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The Top Six Reasons To Read–And Love–Shakespeare

I’m not a professor of Shakespeare, and I don’t even get to play one on TV, but I am an English major and a writer. As such, I would never underestimate the influence of the Bard. Even if you’re not into literature, here are my top reasons you should be reading/watching Shakespeare:

 

  1. It’s not highbrow. Sure the Early Modern English of Shakespeare is a bit tough for modern readers, but his original audiences were surprisingly diverse. Going to the theater wasn’t out of reach for the middle class, and I like to think Shakespeare actually played to the groundlings, the folks so poor they had to stand on the ground in front of the stage to watch the performance.
  2. Dirty jokes. You don’t have to dig too far to find them, either. Did you know that “nothing” was a common euphemism for lady parts back in the day? So give another thought to what Much Ado About Nothing was really all about. Also, if you ever have a chance to attend a performance in The Shakespeare Tavern or a place like it, they’ll help you find all of the dirty jokes with the help of gestures. (Cuckold horns, anyone?)
  3. He has the best insults. I’m kinda fond of “You scullion! You rampallian! You fustilarian!” from Henry IV, Part 2. When driving in traffic, I’ve found that “Thou art unfit for any place but hell” works well for those who cut you off. Maybe “Away ye three inch fool!” works if you’re being hit on by someone you don’t want to talk to. And, of course, there’s always the linguistically satisfying iambic pentameter of “You blocks, you stones, you worse than senseless things.” That’s an insult that just warms the heart, you know?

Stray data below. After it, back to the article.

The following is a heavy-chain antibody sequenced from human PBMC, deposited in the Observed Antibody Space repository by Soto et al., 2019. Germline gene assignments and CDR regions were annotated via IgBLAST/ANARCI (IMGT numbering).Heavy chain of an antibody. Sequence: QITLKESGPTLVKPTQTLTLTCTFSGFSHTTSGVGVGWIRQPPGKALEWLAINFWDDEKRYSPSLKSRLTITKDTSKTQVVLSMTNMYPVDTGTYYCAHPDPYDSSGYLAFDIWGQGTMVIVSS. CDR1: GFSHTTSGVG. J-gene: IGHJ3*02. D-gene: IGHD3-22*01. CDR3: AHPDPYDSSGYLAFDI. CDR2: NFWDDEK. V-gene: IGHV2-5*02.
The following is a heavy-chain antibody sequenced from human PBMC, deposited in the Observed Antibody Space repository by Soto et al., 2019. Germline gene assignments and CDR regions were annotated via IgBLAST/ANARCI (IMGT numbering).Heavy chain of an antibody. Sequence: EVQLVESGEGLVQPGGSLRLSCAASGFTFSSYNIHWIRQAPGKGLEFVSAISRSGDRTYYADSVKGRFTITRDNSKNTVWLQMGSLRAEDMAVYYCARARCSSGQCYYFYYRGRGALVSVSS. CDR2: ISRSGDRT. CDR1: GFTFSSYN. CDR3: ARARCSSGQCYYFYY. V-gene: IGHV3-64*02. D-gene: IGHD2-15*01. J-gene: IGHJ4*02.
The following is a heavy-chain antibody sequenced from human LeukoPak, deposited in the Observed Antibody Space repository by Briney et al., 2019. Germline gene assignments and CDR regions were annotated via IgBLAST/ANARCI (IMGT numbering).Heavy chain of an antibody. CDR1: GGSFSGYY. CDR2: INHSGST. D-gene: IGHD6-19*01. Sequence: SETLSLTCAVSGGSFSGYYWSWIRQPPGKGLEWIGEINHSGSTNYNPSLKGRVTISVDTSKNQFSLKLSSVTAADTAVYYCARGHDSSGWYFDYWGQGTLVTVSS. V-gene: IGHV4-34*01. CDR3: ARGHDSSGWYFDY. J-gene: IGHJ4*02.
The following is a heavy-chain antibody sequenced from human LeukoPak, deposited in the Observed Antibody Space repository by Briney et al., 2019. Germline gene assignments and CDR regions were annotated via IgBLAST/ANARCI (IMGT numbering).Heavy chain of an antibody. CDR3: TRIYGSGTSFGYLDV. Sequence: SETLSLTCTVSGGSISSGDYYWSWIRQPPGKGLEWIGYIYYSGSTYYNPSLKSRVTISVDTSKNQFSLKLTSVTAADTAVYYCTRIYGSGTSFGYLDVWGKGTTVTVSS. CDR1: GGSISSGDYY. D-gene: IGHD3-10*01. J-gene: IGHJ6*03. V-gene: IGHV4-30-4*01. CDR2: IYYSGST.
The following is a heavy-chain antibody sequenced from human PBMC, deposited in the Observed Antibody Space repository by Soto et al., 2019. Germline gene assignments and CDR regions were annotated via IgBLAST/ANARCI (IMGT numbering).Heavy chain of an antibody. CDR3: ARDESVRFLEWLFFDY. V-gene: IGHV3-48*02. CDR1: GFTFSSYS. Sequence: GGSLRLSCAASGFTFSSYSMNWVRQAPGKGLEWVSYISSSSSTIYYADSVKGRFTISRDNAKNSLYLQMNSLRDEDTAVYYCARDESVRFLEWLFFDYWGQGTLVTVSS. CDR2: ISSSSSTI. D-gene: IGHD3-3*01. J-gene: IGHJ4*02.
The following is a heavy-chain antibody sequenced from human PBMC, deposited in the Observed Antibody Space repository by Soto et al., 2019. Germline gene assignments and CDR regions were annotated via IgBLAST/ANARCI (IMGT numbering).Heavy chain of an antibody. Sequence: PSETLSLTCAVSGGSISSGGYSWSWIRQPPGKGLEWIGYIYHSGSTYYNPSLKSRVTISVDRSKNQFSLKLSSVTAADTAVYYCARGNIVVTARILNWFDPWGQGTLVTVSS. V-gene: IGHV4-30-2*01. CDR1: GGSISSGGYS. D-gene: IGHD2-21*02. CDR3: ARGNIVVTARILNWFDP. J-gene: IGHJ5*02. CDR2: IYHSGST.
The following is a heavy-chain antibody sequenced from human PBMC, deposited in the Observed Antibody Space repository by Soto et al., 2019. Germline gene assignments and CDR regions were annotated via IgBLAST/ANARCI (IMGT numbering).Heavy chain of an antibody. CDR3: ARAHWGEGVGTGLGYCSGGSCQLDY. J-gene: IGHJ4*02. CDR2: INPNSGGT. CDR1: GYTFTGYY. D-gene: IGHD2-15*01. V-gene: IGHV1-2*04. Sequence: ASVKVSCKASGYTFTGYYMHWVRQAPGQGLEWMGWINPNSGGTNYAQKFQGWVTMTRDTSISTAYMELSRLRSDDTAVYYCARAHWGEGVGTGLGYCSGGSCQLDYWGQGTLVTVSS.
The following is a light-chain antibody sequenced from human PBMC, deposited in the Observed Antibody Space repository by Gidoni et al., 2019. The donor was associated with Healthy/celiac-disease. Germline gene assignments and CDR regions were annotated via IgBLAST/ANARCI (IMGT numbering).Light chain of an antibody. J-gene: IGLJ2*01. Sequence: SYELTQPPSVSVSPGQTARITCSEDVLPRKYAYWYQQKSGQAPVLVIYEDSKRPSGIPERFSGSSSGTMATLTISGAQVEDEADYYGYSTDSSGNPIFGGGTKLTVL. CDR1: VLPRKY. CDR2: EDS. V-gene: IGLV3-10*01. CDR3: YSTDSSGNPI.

4. All of the other words and phrases that Shakespeare gave us. Ever “wear your heart on your sleeve”? Maybe you’ve “been in a pickle”? We use Shakespearean words and phrases all the time. Maybe he coined them. Maybe he “borrowed” them. Either way, his works made such phrases popular, and, in doing so, Shakespeare has had a profound effect on the English language.
  5. Beloved characters. Who hasn’t experienced the idiotic young love of Romeo and Juliet? Or pined for the wrong person as happens frequently in Shakespeare’s comedies like Twelfth Night? (Love triangle, yo!) Or felt the jealousy of Iago or Cassius? Sure, we also have a Danish prince who’s lost his marbles, but even then we understand both the grief of losing a family member and also betrayal by those we love even if it doesn’t inspire us to stab someone through a tapestry or make a play within a play. Those same pains and desires that motivate you and me motivate Shakespeare’s characters.
  6. Universal themes. We writers keep going back to Shakespeare’s well because he wrote about love, ambition, family troubles, jealousy, power—all things that resonate with us today. Shakespeare, in turn, found inspiration in other writers, especially for his histories. It’s the circle of literature. **holds up stuffed lion**

 

bittersweet creek small resNow, I do have one quibble with Shakespeare. Or maybe I have a quibble with how we interpret his works. Why do some folks keep insisting that
Romeo and Juliet
is a romance? Y’all, it’s a tragedy. So when I, in great literary tradition, went to the Shakespearean well as inspiration for Bittersweet Creek, I decided to give Romeo and Juliet a different ending. I do hope the Bard didn’t mind too much. Maybe he’ll forgive me since I played with southern vernacular and added a few references to his other works as well.

 

Published inBlogSuper Writer Mom Blog